During World War II, there was a shortage of manpower in coal mining, an essential industry in war time. Ernest Bevin, then Minister for Labour, introduced a scheme whereby young boys were trained as miners instead of being sent to fight.
All boys registering for National Service were given a number. Each week the Minister would pick a number out of a hat. If a boy’s number ended in the number pulled out that week, he would be sent to the mines.
He became one of Bevin’s Boys.
Although this scheme was successful in maintaining employment levels in the mines, it also meant that young men unsuitable for the work found themselves underground. Some miners resented their presence and many of the Bevin boys themselves did not want to be there, so it led to a lot of social and personal problems. Absenteeism being a major problem.
The Bevin Boys did not receive the same privileges as those in the armed services. Their service did not contribute towards pension rights or a superannuation scheme. At the end of the war, the Bevin Boys were the last to demobilise and were almost forgotten.
Although urged to stay on in mining, the majority were glad to leave the industry.
In 2007, the government announced a special honour for Bevin Boys to recognise their work down the mines.
The first awards will be given in March 2008, to coincide with the 60th anniversary of the demobilisation of the last Bevin Boys.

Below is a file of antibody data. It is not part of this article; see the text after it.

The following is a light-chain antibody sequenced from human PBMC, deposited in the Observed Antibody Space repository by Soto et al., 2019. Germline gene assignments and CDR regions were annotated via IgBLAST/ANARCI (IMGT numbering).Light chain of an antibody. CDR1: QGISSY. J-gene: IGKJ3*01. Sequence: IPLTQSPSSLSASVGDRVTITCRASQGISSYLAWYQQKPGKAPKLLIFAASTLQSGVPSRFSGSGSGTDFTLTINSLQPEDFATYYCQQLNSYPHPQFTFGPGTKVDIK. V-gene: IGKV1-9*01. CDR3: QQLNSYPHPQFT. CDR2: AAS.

It is believed that the first Bevin Boy to be killed in an accident was Henry Robert Hale aged 18. He came from London and was working for the Heworth Colliery Company in Durham. He had only been working a month after his training when he was struck by the cage and killed
At the end of the war, there were approximately 45,000 Bevin Boys.
It was only in 2004 that the Bevin Boys were allowed to march as service men in the Remembrance Day parade, and so acknowledged for their efforts in the war.
Lord Brian Rix was a Bevin Boys.
In the first year that the scheme was introduced, 500 Bevin Boys were prosecuted for refusal to obey the Direction Order to report to the colliery, of whom 147 were sent to prison.
BEVIN BOYS ASSOCIATION
The Bevin Boys Association was formed in 1989 with a small membership of 32 in the Midlands area. Today the membership has grown to over 1,800 from all over the United Kingdom and overseas.
Two Annual National Reunions are held in the Spring and Autumn, consisting of three or four day events. Regional Reunions, normally one day events, are organised by Area Representatives covering all parts of the country. Parades and Galas are now a big part of our annual programme with the Sunday Remembrance Parade at the Cenotaph the highlight of the year.
The Bevin Boys Association is trying to trace all Bevin Boy conscripts, optants or volunteers who served in Britain’s coal mines during and after World War Two – 1943 to 1948.
The Bevin Boys Veterans Badges were officially launched in London by the Minister of Energy before an invited group of ex Bevin Boys and Government Officials on March 25 2008.
The Bevin Boys Association has also commissioned an official Commemorative Silver Medal. It is available to Ballotees, Optants, Volunteers or next of kin called up between 1942 and 1948. There is no minimum length of service to be eligible for this medal but we do ask that you provide details of the training colliery and colliery work.
More details and application forms for the Bevin Boys Veterans Badges and Bevin Boys Commemorative Silver Medal can be obtained from Warwick Taylor on 01305 261269 or 07711 960 452.